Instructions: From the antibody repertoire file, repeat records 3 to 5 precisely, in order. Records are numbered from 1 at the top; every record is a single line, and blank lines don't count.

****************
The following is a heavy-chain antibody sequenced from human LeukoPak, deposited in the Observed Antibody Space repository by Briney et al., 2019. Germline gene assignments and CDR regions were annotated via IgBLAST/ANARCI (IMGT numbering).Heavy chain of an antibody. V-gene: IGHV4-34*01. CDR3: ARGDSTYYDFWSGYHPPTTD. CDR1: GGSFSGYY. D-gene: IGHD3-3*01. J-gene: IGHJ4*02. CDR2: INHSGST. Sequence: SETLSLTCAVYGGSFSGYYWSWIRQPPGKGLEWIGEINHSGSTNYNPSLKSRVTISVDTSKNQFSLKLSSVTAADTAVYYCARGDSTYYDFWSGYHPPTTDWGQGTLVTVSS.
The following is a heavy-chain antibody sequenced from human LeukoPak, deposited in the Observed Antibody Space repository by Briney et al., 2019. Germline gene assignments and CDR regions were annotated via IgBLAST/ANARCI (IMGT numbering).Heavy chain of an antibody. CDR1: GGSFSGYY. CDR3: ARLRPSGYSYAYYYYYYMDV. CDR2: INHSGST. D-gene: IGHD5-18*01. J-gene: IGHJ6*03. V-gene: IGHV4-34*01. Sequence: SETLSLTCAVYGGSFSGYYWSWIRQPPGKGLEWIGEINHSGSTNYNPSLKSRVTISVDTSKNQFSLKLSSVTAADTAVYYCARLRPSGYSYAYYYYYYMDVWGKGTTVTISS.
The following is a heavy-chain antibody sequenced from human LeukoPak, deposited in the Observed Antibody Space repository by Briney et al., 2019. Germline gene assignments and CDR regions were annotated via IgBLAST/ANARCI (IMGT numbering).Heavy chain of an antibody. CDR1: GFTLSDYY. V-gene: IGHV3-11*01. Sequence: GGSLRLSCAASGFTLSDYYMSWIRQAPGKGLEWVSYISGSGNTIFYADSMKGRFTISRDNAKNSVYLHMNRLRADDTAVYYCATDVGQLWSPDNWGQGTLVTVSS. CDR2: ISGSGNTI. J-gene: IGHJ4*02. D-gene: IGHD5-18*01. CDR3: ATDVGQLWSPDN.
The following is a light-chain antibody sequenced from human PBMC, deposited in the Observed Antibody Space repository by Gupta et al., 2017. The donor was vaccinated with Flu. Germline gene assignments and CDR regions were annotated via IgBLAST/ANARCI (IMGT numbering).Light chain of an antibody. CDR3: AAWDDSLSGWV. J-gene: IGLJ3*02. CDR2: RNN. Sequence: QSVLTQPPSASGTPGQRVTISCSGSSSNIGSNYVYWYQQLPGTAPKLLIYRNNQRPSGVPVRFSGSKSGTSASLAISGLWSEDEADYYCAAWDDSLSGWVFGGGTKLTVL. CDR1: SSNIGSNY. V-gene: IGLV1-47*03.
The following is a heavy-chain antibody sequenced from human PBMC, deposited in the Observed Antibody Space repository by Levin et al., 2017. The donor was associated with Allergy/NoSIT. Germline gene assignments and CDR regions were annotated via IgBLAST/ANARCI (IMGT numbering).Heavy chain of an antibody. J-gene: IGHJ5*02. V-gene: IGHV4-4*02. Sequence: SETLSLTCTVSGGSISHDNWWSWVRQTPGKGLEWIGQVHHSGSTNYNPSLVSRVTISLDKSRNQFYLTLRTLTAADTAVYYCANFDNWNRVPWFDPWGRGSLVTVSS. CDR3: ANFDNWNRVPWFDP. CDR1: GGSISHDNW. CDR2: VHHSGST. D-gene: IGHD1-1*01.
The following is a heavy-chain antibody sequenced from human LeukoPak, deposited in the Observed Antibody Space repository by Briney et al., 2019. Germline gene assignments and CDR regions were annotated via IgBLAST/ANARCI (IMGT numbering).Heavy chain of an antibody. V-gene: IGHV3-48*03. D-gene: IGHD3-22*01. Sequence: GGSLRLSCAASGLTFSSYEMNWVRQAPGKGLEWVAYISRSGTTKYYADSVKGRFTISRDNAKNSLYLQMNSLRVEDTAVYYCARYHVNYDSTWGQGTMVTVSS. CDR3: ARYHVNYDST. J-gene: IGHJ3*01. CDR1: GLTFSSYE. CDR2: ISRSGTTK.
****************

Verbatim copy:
The following is a heavy-chain antibody sequenced from human LeukoPak, deposited in the Observed Antibody Space repository by Briney et al., 2019. Germline gene assignments and CDR regions were annotated via IgBLAST/ANARCI (IMGT numbering).Heavy chain of an antibody. CDR1: GFTLSDYY. V-gene: IGHV3-11*01. Sequence: GGSLRLSCAASGFTLSDYYMSWIRQAPGKGLEWVSYISGSGNTIFYADSMKGRFTISRDNAKNSVYLHMNRLRADDTAVYYCATDVGQLWSPDNWGQGTLVTVSS. CDR2: ISGSGNTI. J-gene: IGHJ4*02. D-gene: IGHD5-18*01. CDR3: ATDVGQLWSPDN.
The following is a light-chain antibody sequenced from human PBMC, deposited in the Observed Antibody Space repository by Gupta et al., 2017. The donor was vaccinated with Flu. Germline gene assignments and CDR regions were annotated via IgBLAST/ANARCI (IMGT numbering).Light chain of an antibody. CDR3: AAWDDSLSGWV. J-gene: IGLJ3*02. CDR2: RNN. Sequence: QSVLTQPPSASGTPGQRVTISCSGSSSNIGSNYVYWYQQLPGTAPKLLIYRNNQRPSGVPVRFSGSKSGTSASLAISGLWSEDEADYYCAAWDDSLSGWVFGGGTKLTVL. CDR1: SSNIGSNY. V-gene: IGLV1-47*03.
The following is a heavy-chain antibody sequenced from human PBMC, deposited in the Observed Antibody Space repository by Levin et al., 2017. The donor was associated with Allergy/NoSIT. Germline gene assignments and CDR regions were annotated via IgBLAST/ANARCI (IMGT numbering).Heavy chain of an antibody. J-gene: IGHJ5*02. V-gene: IGHV4-4*02. Sequence: SETLSLTCTVSGGSISHDNWWSWVRQTPGKGLEWIGQVHHSGSTNYNPSLVSRVTISLDKSRNQFYLTLRTLTAADTAVYYCANFDNWNRVPWFDPWGRGSLVTVSS. CDR3: ANFDNWNRVPWFDP. CDR1: GGSISHDNW. CDR2: VHHSGST. D-gene: IGHD1-1*01.